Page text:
Washington's latest plans could lead to millions of deportations. A directive from President Trump affects all undocumented migrants who have committed a criminal offence or been classified as potentially dangerous in the US. Trump is taking revenge for his foiled plans, commentators write, and criticise him for using the weakest members of society as scapegoats.
The Austrian government wants to introduce a so-called "employment bonus" to limit the employment of migrant workers. Under the scheme the ancillary wage costs for every new job that is created would be halved over a period of three years - but this wouldn't apply for jobs that go to migrant workers. The press in Austria's neighbouring countries sees the scheme as a ploy to win support by the coalition in Vienna.
In a surprise move François Bayrou, leader of the centrist party MoDem, has endorsed presidential candidate Emmanuel Macron. In declining to run in a fourth presidential race the 65-year-old hopes to increase Macron's chances of making it into the second round and preventing the election of Marine Le Pen. Some comment that the alliance comes just at the right time for Macron. Others see it as having little chance of success.
"Look at what's happening last night in Sweden!" US President Trump caused an outrage with this remark at a rally in Florida on Saturday. Many Swedes have posted humorous comments on Twitter about Trump's allusion to an incident with immigrants that never actually took place. Trump later tweeted that he had been referring to a report on Fox News. Some commentators believe Sweden really does deserve to be criticised - regardless of where it comes from.
The return of bailout experts to Athens to reassess the reform process is to mark a new step forwards in the debt dispute with Greece, the euro finance ministers agreed on Monday in Brussels. Athens has approved new reforms that are a precondition for the release of further bailout loans. Commentators fail to see anything new in the deal, and they put this lack of novelty down to the fact that 2017 is an election year.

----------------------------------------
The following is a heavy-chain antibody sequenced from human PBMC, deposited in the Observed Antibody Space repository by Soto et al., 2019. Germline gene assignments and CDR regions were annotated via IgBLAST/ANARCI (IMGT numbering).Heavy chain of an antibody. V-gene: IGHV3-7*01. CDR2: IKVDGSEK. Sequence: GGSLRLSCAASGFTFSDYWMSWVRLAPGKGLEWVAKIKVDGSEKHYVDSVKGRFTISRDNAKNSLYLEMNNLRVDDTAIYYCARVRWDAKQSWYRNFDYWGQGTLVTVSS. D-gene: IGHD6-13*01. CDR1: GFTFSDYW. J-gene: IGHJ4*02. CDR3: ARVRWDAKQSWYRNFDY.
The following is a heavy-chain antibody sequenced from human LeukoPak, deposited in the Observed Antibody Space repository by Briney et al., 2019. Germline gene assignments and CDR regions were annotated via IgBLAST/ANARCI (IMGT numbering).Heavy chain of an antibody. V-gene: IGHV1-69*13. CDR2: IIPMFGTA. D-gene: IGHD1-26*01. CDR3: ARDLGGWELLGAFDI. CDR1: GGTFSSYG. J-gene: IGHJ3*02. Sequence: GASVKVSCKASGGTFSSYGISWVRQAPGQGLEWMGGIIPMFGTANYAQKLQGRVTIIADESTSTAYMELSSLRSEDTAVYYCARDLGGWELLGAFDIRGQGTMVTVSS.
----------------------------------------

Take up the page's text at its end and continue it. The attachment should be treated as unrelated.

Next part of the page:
SPD chancellor candidate Martin Schulz has called Germany's Agenda 2010 reforms into question: his campaign will focus on corrections to the social reforms introduced under the SPD-Green Party government between 2003 to 2005. Among other things Schulz plans to extend unemployment benefits. Can he beat Chancellor Merkel with this strategy? And what role will refugee policy play in the campaigning?
The EU finance ministers are continuing their crackdown on tax avoidance, resolving on Tuesday that multinational companies may no longer exploit differences between the tax systems of the EU and third countries. Instead, as of 2020 multinationals will have to pay their taxes in the countries where they earn their profits. Commentators welcome the move, although some fear it may hurt the EU's competitiveness.
Remarkable news from Portugal: the new left-wing government that was harshly criticised by several EU partners when it first took over for renouncing the stringent austerity policy has reduced the 2016 budget deficit to 2.1 percent of the country's GDP. It has taught its critics a lesson, Portuguese commentators gleefully observe, but point out that the country still has major problems to deal with.
Front National president Marine Le Pen cancelled a meeting with Lebanon's grand mufti on Tuesday after refusing to wear a headscarf. The French presidential candidate said later that she had been surprised to learn that wearing the headscarf was a condition for meeting the Muslim spiritual leader. The mufti's office, by contrast, stated that it had informed Le Pen on all matters of protocol. Was the incident just a clever stunt?
The Danish parliament is discussing a proposal by the Eurosceptic and xenophobic Danish People's Party (DF) to ban prayer rooms in schools. Several Social Democrats have also spoken out in favour of the ban, which would only affect Muslim prayer rooms. The majority in parliament is not yet sure how to vote. The press warns against ill-considered bans.
The US has upped pressure on European Nato states to increase their defence spending. Vice-President Pence and Secretary of Defense Mattis have demanded that Nato members honour their 2014 commitment to invest two percent of GDP in defence. Some commentators question whether Washington has got its own calculations right.